The role of estrogen receptor (ER) in the induction of abnormalities and tumors after developmental DES exposure has been studied using transgenic mice that overexpressed ERα (MT-mER). MT-mER mice were treated with DES during neonatal life and followed as they aged. It was hypothesized that because of abnormal overexpression of ERα, reproductive tract tissues of the MT-mER mice might be more susceptible to tumors after neonatal DES treatment. This was indeed the case because mice overexpressing ERα were at a higher risk of developing abnormalities including uterine carcinoma in response to neonatal DES compared with DES-treated wild-type mice. At 8 months, 73% of the DES-treated MT-mER mice compared with 46% of the DES-treated wild-type mice had uterine tumors. Furthermore, these lesions occurred at an earlier age compared with wild-type DES mice. These transgenic mouse studies suggested that ERα levels present in a tissue may be a determining factor in the development of estrogen-related tumors. Additional transgenic mouse models that expressed variant forms of ERα, and DES-treated ER knockout mice that lacked uterine tumors, also suggested that ERα played a role in the development of reproductive tract lesions. ERβ was not identified in the murine uterus ; thus, its role in uterine abnormalities is unclear and requires additional study.
The role of metabolism in DES-induced lesions has long been an area of investigation. Using the DES mouse model, catechol estrogens, in particular 4-hydroxyestradiol, were very effective at uterine tumor induction. Although both 2- and 4-hydroxyestradiol were carcinogenic, the latter induced a 9-fold higher tumor incidence compared with the parent hormone estradiol. In addition to hormone-related cell proliferation that may be associated with DNA damage, 4-hydroxyestradiol can be further oxidized to a quinone reactive intermediate. Metabolic redox cycling between this quinone and the hydroquinone (4-hydroxyestradiol) may then produce mutagenic free radicals. Thus, estrogenic compounds may induce tumors in target tissues by inducing DNA damage and genetic lesions and by stimulating proliferation of cells damaged by such processes. Together, these data suggested that estrogens may be operating through multiple mechanisms to induce tumors.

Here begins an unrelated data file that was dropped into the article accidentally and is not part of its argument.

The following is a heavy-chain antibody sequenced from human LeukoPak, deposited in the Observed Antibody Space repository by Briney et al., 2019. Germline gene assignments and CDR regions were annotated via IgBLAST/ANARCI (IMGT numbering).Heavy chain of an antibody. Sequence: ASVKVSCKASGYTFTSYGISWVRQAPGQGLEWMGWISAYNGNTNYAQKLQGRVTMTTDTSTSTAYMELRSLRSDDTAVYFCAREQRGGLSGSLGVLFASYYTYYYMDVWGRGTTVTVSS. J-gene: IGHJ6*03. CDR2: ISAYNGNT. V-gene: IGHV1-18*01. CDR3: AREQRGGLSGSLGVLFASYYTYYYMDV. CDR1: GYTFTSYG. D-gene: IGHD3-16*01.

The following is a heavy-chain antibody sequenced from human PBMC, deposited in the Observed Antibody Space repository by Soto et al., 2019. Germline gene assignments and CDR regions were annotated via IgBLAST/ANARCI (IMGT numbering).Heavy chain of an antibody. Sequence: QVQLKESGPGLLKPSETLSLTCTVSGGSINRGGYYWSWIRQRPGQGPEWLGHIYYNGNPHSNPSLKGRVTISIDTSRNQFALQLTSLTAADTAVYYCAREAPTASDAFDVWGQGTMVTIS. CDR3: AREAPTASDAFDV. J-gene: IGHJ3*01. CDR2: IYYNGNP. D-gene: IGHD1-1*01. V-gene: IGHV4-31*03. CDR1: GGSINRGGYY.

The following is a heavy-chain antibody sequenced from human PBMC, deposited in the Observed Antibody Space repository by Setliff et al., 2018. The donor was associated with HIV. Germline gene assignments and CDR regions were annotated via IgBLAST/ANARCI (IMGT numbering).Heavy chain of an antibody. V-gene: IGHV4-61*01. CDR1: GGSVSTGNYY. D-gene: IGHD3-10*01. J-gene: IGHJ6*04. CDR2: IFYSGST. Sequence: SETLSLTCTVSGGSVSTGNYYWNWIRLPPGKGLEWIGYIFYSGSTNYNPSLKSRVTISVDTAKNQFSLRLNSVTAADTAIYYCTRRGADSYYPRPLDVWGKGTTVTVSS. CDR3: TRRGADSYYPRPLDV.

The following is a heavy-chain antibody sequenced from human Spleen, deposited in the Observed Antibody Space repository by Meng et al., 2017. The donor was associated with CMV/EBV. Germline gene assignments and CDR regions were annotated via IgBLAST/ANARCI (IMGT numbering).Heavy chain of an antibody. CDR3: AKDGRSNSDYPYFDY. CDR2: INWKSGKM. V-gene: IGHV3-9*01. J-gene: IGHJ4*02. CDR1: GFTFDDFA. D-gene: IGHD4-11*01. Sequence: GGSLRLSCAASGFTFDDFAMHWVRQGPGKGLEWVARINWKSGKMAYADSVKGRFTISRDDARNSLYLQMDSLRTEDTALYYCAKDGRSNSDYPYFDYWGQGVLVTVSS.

Because mechanistic studies provided support that estrogens caused both genetic and epigenetic alterations in developing target tissues, the possibility was raised that abnormalities seen after prenatal or neonatal DES treatment could be transmitted to subsequent generations. In fact, studies from our laboratory showed that prenatal or neonatal treatment with DES led to tumors in the female and male genital tract, and in addition, the susceptibility for tumors was transmitted to the descendants through the maternal germ cell lineage; transmission via the DES-exposed male was not studied. Mice were treated with DES prenatally (2.5, 5, or 10 μg/kg·d) on d 9–16 of gestation, or neonatally (0.002 μg/pup·d) on d 1–5, which were the highest doses that did not drastically interfere with fertility later in life. When female mice (F1) reached sexual maturity, they were bred to control untreated males. Female and male offspring (DES lineage or F2) from these matings were aged to 17–24 months and examined for genital tract abnormalities. An increased incidence of proliferative lesions of the rete testis (an estrogen target tissue in the male) and tumors of the reproductive tract was observed in DES-lineage males. Furthermore, in DES-lineage females, an increased incidence of uterine adenocarcinoma was seen. The incidence was lower in DES descendants than in their parents; uterine tumor incidence in DES F1 at 18 months was 31% at the neonatal dose of 0.002, whereas it was 11% in their DES descendants. These data suggest that alterations occurred in germ cells and were passed to subsequent generations. Interestingly, multigenerational effects of DES have been reported by other laboratories, and some of these report transmission through the paternal lineage.